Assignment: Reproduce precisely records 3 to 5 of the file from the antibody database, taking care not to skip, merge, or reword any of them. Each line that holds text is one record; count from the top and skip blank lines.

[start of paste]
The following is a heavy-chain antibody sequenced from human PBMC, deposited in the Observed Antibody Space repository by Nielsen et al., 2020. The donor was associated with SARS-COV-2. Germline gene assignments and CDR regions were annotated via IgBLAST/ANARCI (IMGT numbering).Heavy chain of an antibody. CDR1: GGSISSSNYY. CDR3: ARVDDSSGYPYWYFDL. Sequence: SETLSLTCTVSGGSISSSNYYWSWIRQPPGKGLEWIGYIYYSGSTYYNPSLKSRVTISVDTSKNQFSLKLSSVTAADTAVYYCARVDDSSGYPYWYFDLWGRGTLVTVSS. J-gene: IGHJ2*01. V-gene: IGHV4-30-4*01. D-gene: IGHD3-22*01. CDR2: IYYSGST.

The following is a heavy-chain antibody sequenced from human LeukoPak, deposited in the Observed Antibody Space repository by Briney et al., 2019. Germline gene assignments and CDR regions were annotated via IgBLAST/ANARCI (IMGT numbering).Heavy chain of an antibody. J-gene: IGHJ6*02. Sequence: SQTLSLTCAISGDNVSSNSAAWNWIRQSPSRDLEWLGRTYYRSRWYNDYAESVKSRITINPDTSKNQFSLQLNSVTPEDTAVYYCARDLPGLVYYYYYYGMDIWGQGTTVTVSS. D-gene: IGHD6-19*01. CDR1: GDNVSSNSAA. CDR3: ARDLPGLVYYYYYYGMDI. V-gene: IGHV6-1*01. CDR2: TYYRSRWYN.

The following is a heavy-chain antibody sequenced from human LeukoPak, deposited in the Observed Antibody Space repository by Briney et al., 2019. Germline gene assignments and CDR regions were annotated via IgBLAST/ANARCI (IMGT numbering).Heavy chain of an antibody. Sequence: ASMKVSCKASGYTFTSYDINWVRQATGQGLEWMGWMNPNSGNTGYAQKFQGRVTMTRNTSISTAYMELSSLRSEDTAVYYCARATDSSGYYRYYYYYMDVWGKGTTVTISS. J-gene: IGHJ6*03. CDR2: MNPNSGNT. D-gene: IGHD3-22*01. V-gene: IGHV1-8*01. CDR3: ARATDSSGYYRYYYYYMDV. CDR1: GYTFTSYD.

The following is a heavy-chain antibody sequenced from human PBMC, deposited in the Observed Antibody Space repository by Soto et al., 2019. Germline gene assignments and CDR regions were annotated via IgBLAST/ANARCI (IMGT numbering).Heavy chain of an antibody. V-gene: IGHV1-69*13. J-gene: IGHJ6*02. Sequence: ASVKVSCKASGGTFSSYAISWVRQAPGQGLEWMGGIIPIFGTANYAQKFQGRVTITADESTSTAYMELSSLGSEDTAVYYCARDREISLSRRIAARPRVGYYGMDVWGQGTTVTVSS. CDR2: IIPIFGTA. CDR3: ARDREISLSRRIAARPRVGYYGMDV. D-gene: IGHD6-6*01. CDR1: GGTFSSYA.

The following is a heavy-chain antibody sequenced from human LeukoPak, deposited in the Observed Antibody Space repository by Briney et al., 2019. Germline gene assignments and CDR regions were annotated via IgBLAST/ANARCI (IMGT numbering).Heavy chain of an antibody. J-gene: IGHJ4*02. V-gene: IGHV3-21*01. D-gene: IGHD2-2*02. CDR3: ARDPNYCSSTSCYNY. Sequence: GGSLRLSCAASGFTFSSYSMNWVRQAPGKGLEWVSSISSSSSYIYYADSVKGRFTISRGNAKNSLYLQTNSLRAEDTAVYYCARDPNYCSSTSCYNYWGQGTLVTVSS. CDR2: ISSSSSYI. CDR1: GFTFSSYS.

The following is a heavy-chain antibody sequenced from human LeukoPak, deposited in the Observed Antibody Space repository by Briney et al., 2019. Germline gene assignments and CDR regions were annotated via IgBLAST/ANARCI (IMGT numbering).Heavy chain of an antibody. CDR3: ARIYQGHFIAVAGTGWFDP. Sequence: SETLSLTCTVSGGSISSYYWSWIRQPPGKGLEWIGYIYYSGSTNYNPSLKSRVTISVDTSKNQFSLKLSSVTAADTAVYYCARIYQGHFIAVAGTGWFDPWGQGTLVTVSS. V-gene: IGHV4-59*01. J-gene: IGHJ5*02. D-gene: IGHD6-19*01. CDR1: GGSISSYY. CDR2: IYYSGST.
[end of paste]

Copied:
The following is a heavy-chain antibody sequenced from human LeukoPak, deposited in the Observed Antibody Space repository by Briney et al., 2019. Germline gene assignments and CDR regions were annotated via IgBLAST/ANARCI (IMGT numbering).Heavy chain of an antibody. Sequence: ASMKVSCKASGYTFTSYDINWVRQATGQGLEWMGWMNPNSGNTGYAQKFQGRVTMTRNTSISTAYMELSSLRSEDTAVYYCARATDSSGYYRYYYYYMDVWGKGTTVTISS. J-gene: IGHJ6*03. CDR2: MNPNSGNT. D-gene: IGHD3-22*01. V-gene: IGHV1-8*01. CDR3: ARATDSSGYYRYYYYYMDV. CDR1: GYTFTSYD.

The following is a heavy-chain antibody sequenced from human PBMC, deposited in the Observed Antibody Space repository by Soto et al., 2019. Germline gene assignments and CDR regions were annotated via IgBLAST/ANARCI (IMGT numbering).Heavy chain of an antibody. V-gene: IGHV1-69*13. J-gene: IGHJ6*02. Sequence: ASVKVSCKASGGTFSSYAISWVRQAPGQGLEWMGGIIPIFGTANYAQKFQGRVTITADESTSTAYMELSSLGSEDTAVYYCARDREISLSRRIAARPRVGYYGMDVWGQGTTVTVSS. CDR2: IIPIFGTA. CDR3: ARDREISLSRRIAARPRVGYYGMDV. D-gene: IGHD6-6*01. CDR1: GGTFSSYA.

The following is a heavy-chain antibody sequenced from human LeukoPak, deposited in the Observed Antibody Space repository by Briney et al., 2019. Germline gene assignments and CDR regions were annotated via IgBLAST/ANARCI (IMGT numbering).Heavy chain of an antibody. J-gene: IGHJ4*02. V-gene: IGHV3-21*01. D-gene: IGHD2-2*02. CDR3: ARDPNYCSSTSCYNY. Sequence: GGSLRLSCAASGFTFSSYSMNWVRQAPGKGLEWVSSISSSSSYIYYADSVKGRFTISRGNAKNSLYLQTNSLRAEDTAVYYCARDPNYCSSTSCYNYWGQGTLVTVSS. CDR2: ISSSSSYI. CDR1: GFTFSSYS.